Barack Hussein Obama The Only Guy With a Nobel Peace Prize And a Kill List . . .
Barack Hussein Obama should face the International Criminal Court, or a court of justice, whereby he faces trial to defend himself on the charges outlined forthwith, and that he surrender his Nobel Peace Prize, and award he never deserved.
The indiscriminate bombing and the destruction of modern Libya, a war of choice, whereby Libya and the government of Muammar El Gaddafi was not a direct threat to US national security or its interests.
According to a Le Monde article dated May 13, 2014, there were between 600,000 and 1,000,000 Libyan refugees in Tunisia, many of which were political opponents of the present forces in power in Libya, and many of which are supporters of the Jamahiriya of Muammar Gaddafi.
The United States’ Secretary of State at the time, Hillary Clinton, laughed and expressed delight with Gaddafi’s death, stating “We Came, We Saw, He Died. Must read: Clinton’s Kill List
Reaction from the governments of countries including Cuba, Russia, Venezuela, Nicaragua, was negative. Venezuelan President Hugo Chávez described the former Libyan leader’s death as an “assassination” and an “outrage”, Russia’s Vladimir Putin lashed out at U.S. for the illegal killing of Gaddafi and asked “They showed to the whole world how he (Gaddafi) was killed; there was blood all over. Is that what they call a democracy?” and Nicaraguan President Daniel Ortega later called his killing a “crime” during his inauguration on 10 January 2012.
Officials of Iran showed considerably diverse reactions.
Executive Order making it a crime to assassinate a foreign person Part 2.11 of this executive order reiterates a proscription on US intelligence agencies sponsoring or carrying out an assassination.
As a result of the Rockefeller Commission findings of 1975 (See Select Senate Intelligence Committee on Foreign Assassination):
No person employed by or acting on behalf of the United States Government shall engage in, or conspire to engage in, assassination.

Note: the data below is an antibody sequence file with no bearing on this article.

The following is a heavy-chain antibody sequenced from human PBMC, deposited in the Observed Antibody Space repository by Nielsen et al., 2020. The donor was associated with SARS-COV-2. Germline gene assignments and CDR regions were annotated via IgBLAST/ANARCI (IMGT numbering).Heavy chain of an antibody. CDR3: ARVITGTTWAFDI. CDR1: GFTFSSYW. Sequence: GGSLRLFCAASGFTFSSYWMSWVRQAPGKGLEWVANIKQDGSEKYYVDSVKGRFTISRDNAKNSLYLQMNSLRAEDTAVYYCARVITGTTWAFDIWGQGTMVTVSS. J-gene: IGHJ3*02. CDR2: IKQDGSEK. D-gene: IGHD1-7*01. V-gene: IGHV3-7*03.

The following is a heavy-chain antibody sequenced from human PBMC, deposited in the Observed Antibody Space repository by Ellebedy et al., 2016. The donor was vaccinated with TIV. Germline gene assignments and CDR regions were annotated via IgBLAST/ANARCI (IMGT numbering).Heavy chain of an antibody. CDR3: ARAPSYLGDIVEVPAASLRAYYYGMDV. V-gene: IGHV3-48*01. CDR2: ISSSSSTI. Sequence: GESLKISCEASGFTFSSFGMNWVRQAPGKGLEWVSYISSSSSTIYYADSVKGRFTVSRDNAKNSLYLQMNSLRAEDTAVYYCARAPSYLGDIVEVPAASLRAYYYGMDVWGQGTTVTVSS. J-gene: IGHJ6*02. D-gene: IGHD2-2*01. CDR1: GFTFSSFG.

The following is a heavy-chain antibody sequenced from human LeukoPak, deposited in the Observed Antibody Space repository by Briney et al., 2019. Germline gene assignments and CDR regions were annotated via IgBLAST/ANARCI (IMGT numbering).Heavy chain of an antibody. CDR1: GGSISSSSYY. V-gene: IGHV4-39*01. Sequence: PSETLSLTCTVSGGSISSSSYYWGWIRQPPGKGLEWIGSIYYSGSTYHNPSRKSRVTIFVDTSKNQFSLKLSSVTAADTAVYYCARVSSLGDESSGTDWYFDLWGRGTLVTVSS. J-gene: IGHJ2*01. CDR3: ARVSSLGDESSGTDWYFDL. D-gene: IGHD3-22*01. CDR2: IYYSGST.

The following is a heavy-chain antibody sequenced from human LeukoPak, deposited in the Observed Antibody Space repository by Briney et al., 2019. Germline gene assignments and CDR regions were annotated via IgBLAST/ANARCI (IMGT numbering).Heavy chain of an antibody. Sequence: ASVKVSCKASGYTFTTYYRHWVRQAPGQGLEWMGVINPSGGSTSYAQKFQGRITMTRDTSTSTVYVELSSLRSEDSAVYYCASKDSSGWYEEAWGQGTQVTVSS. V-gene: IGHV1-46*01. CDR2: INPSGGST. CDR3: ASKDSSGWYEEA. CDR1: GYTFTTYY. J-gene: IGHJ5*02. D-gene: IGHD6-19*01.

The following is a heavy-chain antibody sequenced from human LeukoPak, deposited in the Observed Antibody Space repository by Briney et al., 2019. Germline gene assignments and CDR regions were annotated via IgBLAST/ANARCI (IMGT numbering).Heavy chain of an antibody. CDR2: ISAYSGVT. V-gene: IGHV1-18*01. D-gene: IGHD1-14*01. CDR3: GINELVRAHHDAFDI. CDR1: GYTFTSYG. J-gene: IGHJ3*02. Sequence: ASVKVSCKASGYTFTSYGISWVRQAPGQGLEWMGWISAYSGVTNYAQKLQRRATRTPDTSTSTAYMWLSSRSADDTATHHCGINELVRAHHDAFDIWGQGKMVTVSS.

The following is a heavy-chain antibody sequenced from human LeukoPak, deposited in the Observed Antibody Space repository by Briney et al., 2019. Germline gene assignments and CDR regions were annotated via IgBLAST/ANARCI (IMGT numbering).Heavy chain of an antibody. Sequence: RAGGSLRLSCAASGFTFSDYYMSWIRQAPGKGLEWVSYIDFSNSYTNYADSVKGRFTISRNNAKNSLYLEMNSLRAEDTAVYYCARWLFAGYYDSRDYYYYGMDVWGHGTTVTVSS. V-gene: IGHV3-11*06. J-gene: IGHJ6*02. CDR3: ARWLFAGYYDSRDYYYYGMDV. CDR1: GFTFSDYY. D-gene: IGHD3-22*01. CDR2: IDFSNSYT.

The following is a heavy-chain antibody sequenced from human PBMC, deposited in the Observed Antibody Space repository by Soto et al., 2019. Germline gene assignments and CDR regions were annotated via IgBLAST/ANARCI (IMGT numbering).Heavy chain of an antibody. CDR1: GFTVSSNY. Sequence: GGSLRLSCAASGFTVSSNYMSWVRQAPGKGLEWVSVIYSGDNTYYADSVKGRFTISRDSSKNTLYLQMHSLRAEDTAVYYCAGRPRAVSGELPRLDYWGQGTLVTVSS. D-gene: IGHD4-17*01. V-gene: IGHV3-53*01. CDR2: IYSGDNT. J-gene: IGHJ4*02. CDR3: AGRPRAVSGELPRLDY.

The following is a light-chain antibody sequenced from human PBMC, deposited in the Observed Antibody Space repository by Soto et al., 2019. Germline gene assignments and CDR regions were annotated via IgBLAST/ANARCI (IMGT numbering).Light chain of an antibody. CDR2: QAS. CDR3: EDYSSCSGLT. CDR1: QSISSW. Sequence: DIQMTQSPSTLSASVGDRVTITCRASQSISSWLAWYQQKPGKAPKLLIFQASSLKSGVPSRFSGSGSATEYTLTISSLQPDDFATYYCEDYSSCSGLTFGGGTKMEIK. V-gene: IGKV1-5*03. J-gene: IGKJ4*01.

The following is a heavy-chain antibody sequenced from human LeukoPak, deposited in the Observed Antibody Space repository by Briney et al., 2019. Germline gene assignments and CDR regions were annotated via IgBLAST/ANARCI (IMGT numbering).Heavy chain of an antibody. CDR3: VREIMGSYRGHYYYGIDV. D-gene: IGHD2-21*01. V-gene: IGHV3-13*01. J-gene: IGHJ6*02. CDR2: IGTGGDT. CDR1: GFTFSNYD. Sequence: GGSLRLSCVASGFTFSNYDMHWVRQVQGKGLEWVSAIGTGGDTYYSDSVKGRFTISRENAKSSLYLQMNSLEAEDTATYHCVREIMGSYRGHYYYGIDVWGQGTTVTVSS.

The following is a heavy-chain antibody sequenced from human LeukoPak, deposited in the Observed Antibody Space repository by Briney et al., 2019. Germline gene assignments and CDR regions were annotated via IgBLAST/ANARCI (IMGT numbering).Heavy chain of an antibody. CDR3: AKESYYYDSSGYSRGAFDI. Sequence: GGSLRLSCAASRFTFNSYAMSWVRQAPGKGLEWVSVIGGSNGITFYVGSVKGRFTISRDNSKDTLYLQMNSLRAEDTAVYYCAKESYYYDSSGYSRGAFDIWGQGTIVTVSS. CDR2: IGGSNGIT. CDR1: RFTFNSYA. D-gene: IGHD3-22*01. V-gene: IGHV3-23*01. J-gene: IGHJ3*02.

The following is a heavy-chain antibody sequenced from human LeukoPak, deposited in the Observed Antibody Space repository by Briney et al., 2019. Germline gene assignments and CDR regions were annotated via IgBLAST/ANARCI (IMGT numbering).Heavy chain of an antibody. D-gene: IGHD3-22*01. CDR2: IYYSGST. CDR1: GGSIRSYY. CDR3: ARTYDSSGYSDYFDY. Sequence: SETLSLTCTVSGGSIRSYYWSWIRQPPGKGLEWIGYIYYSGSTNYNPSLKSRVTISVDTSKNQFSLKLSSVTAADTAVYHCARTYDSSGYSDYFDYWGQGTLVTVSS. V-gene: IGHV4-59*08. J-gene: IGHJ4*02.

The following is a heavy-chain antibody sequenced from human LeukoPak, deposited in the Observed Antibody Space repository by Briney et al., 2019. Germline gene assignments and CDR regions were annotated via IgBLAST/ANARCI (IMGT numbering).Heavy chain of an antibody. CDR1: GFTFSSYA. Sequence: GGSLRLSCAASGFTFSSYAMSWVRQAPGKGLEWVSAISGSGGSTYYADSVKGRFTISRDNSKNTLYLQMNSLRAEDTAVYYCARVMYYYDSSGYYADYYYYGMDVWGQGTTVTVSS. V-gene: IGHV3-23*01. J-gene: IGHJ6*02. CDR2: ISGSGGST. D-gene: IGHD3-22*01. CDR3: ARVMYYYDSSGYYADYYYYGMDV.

Previously, EO 11905 (Gerald Ford) had banned political assassinations and EO 12036 (Jimmy Carter) had further banned indirect U.S. involvement in assassinations. As early as 1998, this proscription against assassination was reinterpreted, and relaxed, for targets who are classified by the United States as connected to terrorism.
On December 4, 1981, U.S. President Ronald Reagan signed Executive Order 12333, an Executive Order intended to extend powers and responsibilities of U.S. intelligence agencies and direct the leaders of U.S. federal agencies to co-operate fully with CIA requests for information. This executive order was entitled United States Intelligence Activities.
It was amended by Executive Order 13355: Strengthened Management of the Intelligence Community, on August 27, 2004. On July 30, 2008, President George W. Bush issued Executive Order 13470 amending Executive Order 12333 to strengthen the role of the DNI.
The usage of drone bombs on civilians, as a political expediency, in lieu of the absence of a criminal court, whereby Barack Hussein Obama made himself judge, jury, and executioner over civilians he had targeted using his top secret kill list.
Targeted killing is a modern euphemism for the assassination (premeditated killing) of an individual by a state organization or institution outside a judicial procedure or a battlefield.
Abdulrahman Anwar al-Awlaki (born al-Aulaqi; August 26, 1995 – October 14, 2011) was a 16-year-old US-born American citizen who was killed while eating dinner at an outdoor restaurant by a drone airstrike, ordered by Barack Hussein Obama, in Yemen on October 14, 2011. Abdulrahman Al-Awlaki’s father was himself an operational leader of al-Qaeda in the Arabian Peninsula. Anwar al-Awlaki was killed by an airstrike by an armed CIA drone two weeks prior to the death of his son.
1. Crimes against humanity are certain acts that are deliberately committed as part of a widespread or systematic attack directed against any civilian population or an identifiable part of a population. The first prosecution for crimes against humanity took place at the Nuremberg Trials.
2. Waging an aggressive war Sources and definitions of the crime:
The origin of the concept, Maguire argues, emerged from the debate on Article 231 of the Treaty of Versailles of 1919 that ended the First World War.
It provided that “Germany accepts the responsibility of Germany and her allies for causing all the loss and damage to which the Allied and Associated Governments and their nationals have been subjected as a consequence of the war imposed upon them by the aggression of Germany and her allies.”
Originally President Wilson resisted the effort to brand Germany with war guilt, but French and British leaders forced him to compromise. Naming Germany an ‘aggressor’ introduced the concept into positive international law.